April 18

Heavy Rain

Sony published and Quantic Dream developed Heavy Rain is one of the most unique “games” I have played in the current generation of Video Game consoles. And yes those are inverted commas around “game,” as shall be explained later in this post. Described as a “Psychological Action Thriller Video Game,” Heavy Rain has a very strong narrative and fantastic production values. Like Quantic Dream’s previous games, Omikron and Farenheit, Heavy Rain is an attempt to deliver strong adult storylines and themes in a Noir setting into a video game designed to appeal to an older and more mature audience. Interestingly, I feel that it more than succeeds in delivering strong emotional responses, despite actually having very little, if any, gameplay whatsoever. And it’s because of this that I find this game a fascinating one to dissect.
One of my favourite characters in the game, FBI agent Norman Jayden
Heavy Rain features 4 protagonists, Ethan, Scott, Norman and Madison. The plot centres around the abduction of Ethan’s son by the infamous “Origami Killer,” with the other 3 characters finding themselves entangled into the storyline and eventually, crossing paths with each other. Action switches between characters in a way befitting of a well-written novel or TV show. As one “episode” ends, we pick up action with another, and thus we learn about the story from 4 different perspectives and about the world of Heavy Rain from multiple viewpoints and emotional angles. A great effort has been put into motion capture and voice acting for each character and Quantic Dream and the actors they selected to play each major character in the game should be congratulated for creating totally believable characters in a very believable setting. This adds a lot to the experience of playing the game as you genuinely begin to feel for the characters and build a true emotional connection with both the characters and the game world.
An example of typical “gameplay” in Heavy Rain. A series of context sensitive actions that a player can make to impact the current set-piece.
Actually “playing” the game is perhaps the most interesting aspect of this game from a design point of view. You move your character around (when possible) via the Left Analogue stick. However, almost all action in the game takes place via a contextual series of QTE sequences. So for example early on you have to move the analogue stick left then right, then left again to simulate the motion of brushing your teeth. Or you might have to rotate the analogue stick in order to simulate opening a door. Thus you quickly realise that Heavy Rain is effectively one 6 hour long QTE, a series of heavily scripted events one after another with very little ability to deviate from a fairly linear path. In this sense, the game is very reminiscent of the 80’s coin-op title Dragon’s Lair, a game lauded for having Disney style levels of animation and production values, but boiling down to a series of single timed direction presses to trigger the next sequence necessary to proceed with the story.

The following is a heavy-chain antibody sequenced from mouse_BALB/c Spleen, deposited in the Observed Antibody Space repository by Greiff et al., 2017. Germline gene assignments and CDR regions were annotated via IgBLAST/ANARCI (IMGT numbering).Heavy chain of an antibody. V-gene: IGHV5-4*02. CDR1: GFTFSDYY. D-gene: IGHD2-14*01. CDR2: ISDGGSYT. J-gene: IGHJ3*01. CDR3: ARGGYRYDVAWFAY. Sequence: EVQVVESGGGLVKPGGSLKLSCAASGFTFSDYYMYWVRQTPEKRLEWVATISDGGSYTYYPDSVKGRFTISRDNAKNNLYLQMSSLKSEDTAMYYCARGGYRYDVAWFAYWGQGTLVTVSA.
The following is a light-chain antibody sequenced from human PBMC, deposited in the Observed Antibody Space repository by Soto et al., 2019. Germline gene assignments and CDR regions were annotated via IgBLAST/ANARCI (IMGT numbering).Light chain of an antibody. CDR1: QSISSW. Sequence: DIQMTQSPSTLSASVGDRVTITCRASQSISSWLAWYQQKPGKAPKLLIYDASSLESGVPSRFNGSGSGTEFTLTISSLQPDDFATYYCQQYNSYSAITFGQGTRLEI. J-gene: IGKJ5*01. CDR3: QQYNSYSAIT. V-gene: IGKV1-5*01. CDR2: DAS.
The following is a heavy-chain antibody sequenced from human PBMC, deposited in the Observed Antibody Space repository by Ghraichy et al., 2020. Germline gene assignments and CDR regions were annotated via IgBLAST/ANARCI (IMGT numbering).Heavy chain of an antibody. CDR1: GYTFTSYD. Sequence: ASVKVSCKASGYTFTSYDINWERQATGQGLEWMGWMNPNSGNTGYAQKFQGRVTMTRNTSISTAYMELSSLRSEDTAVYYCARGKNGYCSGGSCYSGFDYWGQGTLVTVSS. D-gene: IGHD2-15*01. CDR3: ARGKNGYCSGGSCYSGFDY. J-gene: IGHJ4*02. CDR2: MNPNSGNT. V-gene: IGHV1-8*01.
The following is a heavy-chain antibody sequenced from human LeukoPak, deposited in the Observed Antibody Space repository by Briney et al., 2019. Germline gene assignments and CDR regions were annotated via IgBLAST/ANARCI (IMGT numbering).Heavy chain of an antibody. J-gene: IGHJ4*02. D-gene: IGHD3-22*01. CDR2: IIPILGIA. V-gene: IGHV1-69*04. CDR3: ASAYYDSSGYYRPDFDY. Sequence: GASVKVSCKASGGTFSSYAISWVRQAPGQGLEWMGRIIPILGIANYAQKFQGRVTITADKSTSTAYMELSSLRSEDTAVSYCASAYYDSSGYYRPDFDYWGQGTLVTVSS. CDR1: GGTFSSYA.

A cult classic from the 80’s, Dragon’s Lair
Fortunately, Heavy Rain refrains from Dragon’s Lair’s infuriating style of killing the player off every time they put in an incorrect input into a scripted sequence. Usually most gameplay sequences feature a number of mini-challenges. This means that if the player fails to complete any of these given challenges, they are not punished immediately, instead they are given some respite. So for example, during one sequence, FBI agent Norman Jayden tries to interrogate a fairly hostile witness for some information regarding the Origami Killer. During this sequence, the witness turns on Jayden, putting his character in a potentially life-threatening situation. Over a series of QTE’s, the eventual outcome of the set-piece can vary from finding a lot of good information with regards to the killer from the witness, to things going completely wrong and Jayden being killed. And if he is killed, the story actually continues rather than making the player replay the sequence again. This is actually an excellent piece of games design. In order to serve up a believable psychological thriller, there needs to be real consequences for your actions. If you could just replay the game over and over until meeting some preset condition for the story to advance, the plot would have little effect. Additionally, any dramatic tension or emotional connection the player would experience would be lost, as there would be a break in the dramatic flow of the tale whilst the player tries to pass a certain point in the game.
One of my favourite set-pieces in the game, Norman Jayden confronts hostile witness Mad Jack, with numerous possible outcomes.
By allowing the game to continue, the dramatic flow is never lost and the experience is all the more real as a result. It means that instead of having one eventual outcome for the story, Heavy Rain has a plethora, depending on how many characters are alive at the end what decisions were made during the game. This means you can end Heavy Rain from anything from a super happy, put a glow in your heart ending, to a real gut-wrencher that makes you feel quite frankly, awful! The “challenge” of the game therefore (if there really is any) is to try and make the best decisions to get that happy ending, although the title offers some replayability by encouraging the player to go back again and make different choices so something else happens. And whilst this lasts, the game is interesting and the player’s curiosity is piqued enough to see what else can happen.